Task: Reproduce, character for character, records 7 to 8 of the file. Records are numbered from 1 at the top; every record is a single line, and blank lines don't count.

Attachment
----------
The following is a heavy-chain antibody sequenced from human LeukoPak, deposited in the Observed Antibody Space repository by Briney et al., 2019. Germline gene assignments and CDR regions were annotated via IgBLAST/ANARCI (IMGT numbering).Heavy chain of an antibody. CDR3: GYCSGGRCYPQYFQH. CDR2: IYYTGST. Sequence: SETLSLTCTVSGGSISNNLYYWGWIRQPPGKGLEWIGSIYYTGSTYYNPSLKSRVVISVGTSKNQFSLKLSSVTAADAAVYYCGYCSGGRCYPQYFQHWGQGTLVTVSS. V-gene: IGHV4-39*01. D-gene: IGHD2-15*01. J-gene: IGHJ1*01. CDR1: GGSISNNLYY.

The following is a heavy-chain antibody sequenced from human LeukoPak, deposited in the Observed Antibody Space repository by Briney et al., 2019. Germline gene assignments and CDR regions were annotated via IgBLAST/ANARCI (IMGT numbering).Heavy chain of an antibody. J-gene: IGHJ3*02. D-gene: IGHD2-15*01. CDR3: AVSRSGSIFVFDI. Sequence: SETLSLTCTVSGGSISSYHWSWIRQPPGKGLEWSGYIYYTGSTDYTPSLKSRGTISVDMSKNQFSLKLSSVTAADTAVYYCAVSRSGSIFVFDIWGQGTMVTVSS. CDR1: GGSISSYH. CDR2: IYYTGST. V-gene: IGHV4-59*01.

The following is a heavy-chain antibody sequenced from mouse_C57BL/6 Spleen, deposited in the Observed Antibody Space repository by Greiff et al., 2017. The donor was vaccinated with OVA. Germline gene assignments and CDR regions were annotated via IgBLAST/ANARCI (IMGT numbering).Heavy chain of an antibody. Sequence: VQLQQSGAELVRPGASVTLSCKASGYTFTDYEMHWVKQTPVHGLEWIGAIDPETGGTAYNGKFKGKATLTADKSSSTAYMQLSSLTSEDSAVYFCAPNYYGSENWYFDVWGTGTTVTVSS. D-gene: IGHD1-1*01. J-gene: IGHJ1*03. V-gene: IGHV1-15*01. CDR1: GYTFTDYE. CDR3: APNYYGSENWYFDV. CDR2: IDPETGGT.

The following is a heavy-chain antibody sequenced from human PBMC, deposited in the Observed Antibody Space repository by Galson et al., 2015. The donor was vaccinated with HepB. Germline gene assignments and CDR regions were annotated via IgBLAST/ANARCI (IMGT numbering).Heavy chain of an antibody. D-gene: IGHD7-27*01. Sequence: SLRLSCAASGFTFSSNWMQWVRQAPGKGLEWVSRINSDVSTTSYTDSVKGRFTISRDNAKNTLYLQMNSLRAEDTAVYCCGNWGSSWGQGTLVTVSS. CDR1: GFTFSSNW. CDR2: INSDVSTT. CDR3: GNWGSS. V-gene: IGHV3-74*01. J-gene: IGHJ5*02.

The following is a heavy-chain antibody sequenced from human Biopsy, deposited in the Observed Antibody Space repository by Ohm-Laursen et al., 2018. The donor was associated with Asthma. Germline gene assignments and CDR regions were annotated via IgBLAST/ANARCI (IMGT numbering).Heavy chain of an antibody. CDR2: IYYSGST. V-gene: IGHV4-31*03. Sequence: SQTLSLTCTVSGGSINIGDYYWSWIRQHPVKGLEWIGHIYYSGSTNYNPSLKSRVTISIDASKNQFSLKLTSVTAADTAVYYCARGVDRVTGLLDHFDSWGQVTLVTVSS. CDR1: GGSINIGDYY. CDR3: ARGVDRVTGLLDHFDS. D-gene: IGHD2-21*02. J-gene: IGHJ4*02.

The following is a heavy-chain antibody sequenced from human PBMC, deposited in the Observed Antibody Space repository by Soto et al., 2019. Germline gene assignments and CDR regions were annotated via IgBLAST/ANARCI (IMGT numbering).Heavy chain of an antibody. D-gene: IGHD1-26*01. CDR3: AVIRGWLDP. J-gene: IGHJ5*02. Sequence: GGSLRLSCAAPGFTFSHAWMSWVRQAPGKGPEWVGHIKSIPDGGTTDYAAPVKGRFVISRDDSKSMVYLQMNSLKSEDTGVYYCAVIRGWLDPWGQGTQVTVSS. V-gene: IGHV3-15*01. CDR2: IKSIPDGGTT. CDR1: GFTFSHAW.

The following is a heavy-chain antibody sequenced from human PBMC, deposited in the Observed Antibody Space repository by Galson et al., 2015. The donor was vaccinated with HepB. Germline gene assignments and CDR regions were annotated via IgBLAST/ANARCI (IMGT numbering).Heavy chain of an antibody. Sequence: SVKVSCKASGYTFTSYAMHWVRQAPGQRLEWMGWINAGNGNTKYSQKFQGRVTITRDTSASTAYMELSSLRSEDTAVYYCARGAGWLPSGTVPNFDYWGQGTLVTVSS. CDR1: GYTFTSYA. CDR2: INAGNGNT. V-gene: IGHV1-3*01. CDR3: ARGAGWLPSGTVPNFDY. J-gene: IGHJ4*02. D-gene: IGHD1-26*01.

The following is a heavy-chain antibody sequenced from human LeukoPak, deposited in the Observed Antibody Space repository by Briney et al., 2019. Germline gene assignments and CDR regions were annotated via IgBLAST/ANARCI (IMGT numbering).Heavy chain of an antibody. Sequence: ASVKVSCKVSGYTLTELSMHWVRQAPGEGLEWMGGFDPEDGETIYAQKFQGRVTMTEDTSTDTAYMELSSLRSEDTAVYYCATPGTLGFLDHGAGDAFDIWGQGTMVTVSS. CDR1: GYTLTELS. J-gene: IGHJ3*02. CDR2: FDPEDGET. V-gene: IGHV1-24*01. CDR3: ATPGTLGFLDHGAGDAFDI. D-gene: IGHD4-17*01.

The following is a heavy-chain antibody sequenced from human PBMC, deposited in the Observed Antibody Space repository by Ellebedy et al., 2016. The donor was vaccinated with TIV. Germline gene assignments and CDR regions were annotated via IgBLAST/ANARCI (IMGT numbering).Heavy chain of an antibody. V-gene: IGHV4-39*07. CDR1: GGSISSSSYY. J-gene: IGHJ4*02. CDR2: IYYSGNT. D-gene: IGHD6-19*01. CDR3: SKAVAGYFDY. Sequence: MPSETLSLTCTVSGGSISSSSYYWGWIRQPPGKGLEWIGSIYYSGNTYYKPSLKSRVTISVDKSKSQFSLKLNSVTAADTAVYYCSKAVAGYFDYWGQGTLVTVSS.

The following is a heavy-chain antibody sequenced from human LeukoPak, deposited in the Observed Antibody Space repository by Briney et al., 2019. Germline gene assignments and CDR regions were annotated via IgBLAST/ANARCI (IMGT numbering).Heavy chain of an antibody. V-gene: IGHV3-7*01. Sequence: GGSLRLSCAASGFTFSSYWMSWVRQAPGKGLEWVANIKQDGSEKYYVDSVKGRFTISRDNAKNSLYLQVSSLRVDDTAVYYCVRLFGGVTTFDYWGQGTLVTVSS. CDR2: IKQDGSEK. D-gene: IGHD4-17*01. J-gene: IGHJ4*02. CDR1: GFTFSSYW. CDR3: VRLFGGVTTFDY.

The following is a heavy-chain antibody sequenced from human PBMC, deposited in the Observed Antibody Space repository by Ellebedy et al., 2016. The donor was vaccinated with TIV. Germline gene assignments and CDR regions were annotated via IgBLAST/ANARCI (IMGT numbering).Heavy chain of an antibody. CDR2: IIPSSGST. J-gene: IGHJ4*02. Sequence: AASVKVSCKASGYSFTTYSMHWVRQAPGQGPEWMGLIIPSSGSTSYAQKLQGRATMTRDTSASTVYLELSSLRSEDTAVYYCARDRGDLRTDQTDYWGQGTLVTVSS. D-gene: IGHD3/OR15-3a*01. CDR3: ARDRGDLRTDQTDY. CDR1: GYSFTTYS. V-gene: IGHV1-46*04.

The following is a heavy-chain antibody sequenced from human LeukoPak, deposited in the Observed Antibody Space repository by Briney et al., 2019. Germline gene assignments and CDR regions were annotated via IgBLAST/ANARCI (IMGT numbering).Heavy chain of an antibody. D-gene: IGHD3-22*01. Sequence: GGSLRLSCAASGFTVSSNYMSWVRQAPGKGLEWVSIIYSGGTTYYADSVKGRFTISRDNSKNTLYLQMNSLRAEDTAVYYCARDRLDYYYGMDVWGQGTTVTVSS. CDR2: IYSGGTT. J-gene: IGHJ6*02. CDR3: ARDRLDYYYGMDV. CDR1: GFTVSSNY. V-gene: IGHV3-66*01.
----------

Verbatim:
The following is a heavy-chain antibody sequenced from human PBMC, deposited in the Observed Antibody Space repository by Galson et al., 2015. The donor was vaccinated with HepB. Germline gene assignments and CDR regions were annotated via IgBLAST/ANARCI (IMGT numbering).Heavy chain of an antibody. Sequence: SVKVSCKASGYTFTSYAMHWVRQAPGQRLEWMGWINAGNGNTKYSQKFQGRVTITRDTSASTAYMELSSLRSEDTAVYYCARGAGWLPSGTVPNFDYWGQGTLVTVSS. CDR1: GYTFTSYA. CDR2: INAGNGNT. V-gene: IGHV1-3*01. CDR3: ARGAGWLPSGTVPNFDY. J-gene: IGHJ4*02. D-gene: IGHD1-26*01.

The following is a heavy-chain antibody sequenced from human LeukoPak, deposited in the Observed Antibody Space repository by Briney et al., 2019. Germline gene assignments and CDR regions were annotated via IgBLAST/ANARCI (IMGT numbering).Heavy chain of an antibody. Sequence: ASVKVSCKVSGYTLTELSMHWVRQAPGEGLEWMGGFDPEDGETIYAQKFQGRVTMTEDTSTDTAYMELSSLRSEDTAVYYCATPGTLGFLDHGAGDAFDIWGQGTMVTVSS. CDR1: GYTLTELS. J-gene: IGHJ3*02. CDR2: FDPEDGET. V-gene: IGHV1-24*01. CDR3: ATPGTLGFLDHGAGDAFDI. D-gene: IGHD4-17*01.